Osprey's study of the Battle of Inkerman (1854), which was part of the Crimean War (1853-1856). On 5 November 1854 the Russians marched out of the besieged city of Sevastopol to throw off the allied British and French forces by mounting a joint attack with their troops from outside the city. Despite outnumbering their enemies five to one the Russians failed to achieve victory in what looked to be almost a foregone conclusion. The third major action of the Crimean War (following Alma and Balaclava), the battle fought in heavy fog at Inkerman proved to be a testament to the skill and initiative of the individual men and officers of the British Army of the day.
This short, detailed narrative of World War II's Battle of the Atlantic is accompanied by a selection of some 200 photographs and paintings. The battle is examined from the side of both the Allies and the Germans.
Battlefields of Canada encompasses nearly 300 years of history and features sixteen of the most significant Canadian battles as well as some of the most comic or bizarre. Profusely illustrated with sketches, photographs, and detailed maps, each chapter sets the context of the battle in terms of the struggle of which it was part, and then describes the hour-by-hour events. A brief conclusion to each chapter assesses the consequences for the victors and losers, assigning its place in Canadian history. A chronology provides a comprehensive list of every Canadian battle since the early 1600s.
When Erwin Rommel died,by forced suicide at Hitler's command,he left behind in various ingenious hiding places the papers that recorded the story of his dramatic career and the exact details of his masterly campaigns. It was his custom to dictate each evening a running narrative of the day's events and, after each battle, to summarize its course and the lessons to be learned from it. He wrote, almost daily, intimate and outspoken letters to his wife in which his private feelings and,after the tide had turned,forebodings found expression. To this is added by Rommel's son Manfred the story of the field marshall's last weeks and the final day when he was given the choice of an honorable suicide or an ignominious trial for treason. An engrossing human document and a rare look at the mind of the Desert Fox, The Rommel Papers throws an interesting light on the Axis alliance and on the inner workings of Hitler's high command.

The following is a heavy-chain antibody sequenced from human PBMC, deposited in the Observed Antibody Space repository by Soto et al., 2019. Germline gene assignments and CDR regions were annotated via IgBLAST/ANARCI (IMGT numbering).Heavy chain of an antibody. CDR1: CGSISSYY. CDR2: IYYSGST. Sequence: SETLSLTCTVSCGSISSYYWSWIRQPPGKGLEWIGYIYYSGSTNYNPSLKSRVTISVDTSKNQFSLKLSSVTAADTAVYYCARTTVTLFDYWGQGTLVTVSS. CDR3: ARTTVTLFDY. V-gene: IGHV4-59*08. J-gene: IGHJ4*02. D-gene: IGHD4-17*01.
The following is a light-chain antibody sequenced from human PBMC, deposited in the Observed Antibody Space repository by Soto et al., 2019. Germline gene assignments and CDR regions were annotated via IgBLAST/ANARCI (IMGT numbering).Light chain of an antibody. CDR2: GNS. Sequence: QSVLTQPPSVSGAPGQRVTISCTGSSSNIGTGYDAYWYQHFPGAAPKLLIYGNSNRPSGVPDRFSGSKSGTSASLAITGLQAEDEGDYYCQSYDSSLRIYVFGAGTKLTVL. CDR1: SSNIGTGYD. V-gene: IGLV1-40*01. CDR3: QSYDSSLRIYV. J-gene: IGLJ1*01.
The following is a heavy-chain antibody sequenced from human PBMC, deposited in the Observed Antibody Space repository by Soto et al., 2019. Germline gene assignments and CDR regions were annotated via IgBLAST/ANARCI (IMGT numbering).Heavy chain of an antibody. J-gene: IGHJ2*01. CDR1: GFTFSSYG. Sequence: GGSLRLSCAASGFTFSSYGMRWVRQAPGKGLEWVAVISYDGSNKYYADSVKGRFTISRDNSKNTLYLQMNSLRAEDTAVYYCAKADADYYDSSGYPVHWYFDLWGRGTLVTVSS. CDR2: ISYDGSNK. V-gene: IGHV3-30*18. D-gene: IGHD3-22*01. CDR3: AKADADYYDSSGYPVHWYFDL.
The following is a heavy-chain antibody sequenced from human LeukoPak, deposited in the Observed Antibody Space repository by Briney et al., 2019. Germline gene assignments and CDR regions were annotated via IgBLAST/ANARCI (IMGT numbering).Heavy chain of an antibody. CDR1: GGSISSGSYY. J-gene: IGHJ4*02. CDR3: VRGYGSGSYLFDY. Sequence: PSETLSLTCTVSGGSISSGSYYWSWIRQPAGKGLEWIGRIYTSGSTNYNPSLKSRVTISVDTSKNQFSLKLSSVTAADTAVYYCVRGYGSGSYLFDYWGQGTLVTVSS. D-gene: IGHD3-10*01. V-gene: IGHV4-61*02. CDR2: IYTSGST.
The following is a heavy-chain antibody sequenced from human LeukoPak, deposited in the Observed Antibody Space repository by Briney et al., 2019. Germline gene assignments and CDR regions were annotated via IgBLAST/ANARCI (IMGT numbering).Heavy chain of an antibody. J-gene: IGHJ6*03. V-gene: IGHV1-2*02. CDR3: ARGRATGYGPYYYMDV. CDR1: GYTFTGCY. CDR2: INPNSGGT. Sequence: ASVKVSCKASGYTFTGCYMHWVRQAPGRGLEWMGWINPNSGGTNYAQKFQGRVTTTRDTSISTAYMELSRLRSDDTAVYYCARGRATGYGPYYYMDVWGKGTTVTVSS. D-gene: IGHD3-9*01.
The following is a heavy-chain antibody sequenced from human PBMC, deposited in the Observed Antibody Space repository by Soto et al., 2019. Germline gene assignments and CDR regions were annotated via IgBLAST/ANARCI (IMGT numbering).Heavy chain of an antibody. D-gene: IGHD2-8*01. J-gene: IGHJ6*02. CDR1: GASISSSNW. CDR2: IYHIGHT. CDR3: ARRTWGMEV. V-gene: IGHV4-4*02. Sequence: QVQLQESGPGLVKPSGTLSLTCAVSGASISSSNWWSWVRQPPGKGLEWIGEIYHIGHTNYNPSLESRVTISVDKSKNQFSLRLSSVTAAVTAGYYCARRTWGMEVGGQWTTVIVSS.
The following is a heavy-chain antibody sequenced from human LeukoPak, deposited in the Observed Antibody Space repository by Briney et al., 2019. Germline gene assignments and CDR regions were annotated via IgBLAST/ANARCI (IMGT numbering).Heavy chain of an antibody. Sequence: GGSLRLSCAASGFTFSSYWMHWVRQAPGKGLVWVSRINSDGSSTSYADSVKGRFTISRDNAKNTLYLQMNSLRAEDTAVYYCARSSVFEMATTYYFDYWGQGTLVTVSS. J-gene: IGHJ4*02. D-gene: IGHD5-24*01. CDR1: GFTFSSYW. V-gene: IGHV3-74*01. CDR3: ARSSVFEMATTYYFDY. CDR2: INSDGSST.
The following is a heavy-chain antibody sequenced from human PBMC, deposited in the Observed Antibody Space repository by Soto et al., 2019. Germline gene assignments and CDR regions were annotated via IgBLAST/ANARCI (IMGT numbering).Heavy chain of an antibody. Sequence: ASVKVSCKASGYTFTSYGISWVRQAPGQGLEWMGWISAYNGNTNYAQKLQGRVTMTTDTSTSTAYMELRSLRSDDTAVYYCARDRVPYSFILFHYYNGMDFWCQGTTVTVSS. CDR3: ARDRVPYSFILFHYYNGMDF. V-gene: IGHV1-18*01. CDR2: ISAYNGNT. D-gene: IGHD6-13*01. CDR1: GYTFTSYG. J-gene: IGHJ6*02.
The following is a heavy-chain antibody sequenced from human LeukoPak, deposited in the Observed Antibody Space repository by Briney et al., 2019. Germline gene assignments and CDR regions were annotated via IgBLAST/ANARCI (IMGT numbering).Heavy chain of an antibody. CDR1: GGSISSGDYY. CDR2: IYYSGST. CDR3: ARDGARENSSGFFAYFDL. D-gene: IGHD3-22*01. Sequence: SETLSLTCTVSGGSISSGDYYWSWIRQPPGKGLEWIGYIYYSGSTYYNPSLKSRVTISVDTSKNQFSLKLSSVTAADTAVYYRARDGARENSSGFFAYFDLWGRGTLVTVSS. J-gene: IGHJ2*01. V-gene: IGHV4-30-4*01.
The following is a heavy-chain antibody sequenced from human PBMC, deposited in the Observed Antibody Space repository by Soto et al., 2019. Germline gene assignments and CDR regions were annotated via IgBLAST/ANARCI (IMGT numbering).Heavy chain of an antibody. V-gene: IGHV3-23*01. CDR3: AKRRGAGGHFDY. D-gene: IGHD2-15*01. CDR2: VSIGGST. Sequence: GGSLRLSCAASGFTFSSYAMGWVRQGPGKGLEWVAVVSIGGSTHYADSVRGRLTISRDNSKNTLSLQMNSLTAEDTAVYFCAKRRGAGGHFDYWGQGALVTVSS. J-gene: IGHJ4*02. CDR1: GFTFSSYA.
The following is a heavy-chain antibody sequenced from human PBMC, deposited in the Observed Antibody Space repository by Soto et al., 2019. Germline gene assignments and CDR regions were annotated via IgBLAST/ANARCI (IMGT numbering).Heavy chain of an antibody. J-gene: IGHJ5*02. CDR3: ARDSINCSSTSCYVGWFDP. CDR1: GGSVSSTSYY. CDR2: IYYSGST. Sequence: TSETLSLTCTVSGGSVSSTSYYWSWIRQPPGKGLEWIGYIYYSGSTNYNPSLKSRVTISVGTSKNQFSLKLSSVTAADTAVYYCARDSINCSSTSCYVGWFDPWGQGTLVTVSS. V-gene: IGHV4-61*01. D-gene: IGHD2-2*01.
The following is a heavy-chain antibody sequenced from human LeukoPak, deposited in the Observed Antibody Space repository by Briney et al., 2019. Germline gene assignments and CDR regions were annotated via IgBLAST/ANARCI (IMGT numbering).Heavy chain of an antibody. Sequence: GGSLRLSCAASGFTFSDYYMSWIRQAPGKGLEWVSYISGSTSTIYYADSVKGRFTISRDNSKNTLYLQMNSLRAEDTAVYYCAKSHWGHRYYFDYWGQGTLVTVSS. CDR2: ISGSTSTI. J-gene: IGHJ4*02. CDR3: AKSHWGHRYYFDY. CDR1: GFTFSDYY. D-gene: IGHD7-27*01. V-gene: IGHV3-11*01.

The Russo-Japanese War was fought in the waters of the Yellow Sea and the Straits of Tsushima that divide Japan from Korea, and in the mountains of Manchuria, borrowed without permission from China. It was the first war to be fought with modern weapons. The Japanese had fought the Chinese at sea in 1894 and had gained a foothold in Manchuria by taking control of Port Authur. In 1895, however, Japan was forced to abandon its claims by the Russian fleet's presence in the Straits of Tsushima. Tsar Nicholas had obtained a window to the East for his empire and Japan had been humiliated. Tensions between the two countries would rise inexorably over the next decade. Around the world, no one doubted that little Japan would be no match for the mighty armies of Tsar Nicholas II. Yet Russia was in an advanced state of decay, the government corrupt and its troops inept and demoralized. Japan, meanwhile, was emerging from centuries of feudal isolation and becoming an industrial power, led by zealous nationalist warlords keen to lead the Orient to victory over the oppressive West. From the opening surprise attack on the Russian fleet at Port Authur in 1904, the Japanese out-fought and out-thought the Russians. This is a definitive account of one of the pivotal conflicts of the twentieth century whose impact was felt around the world.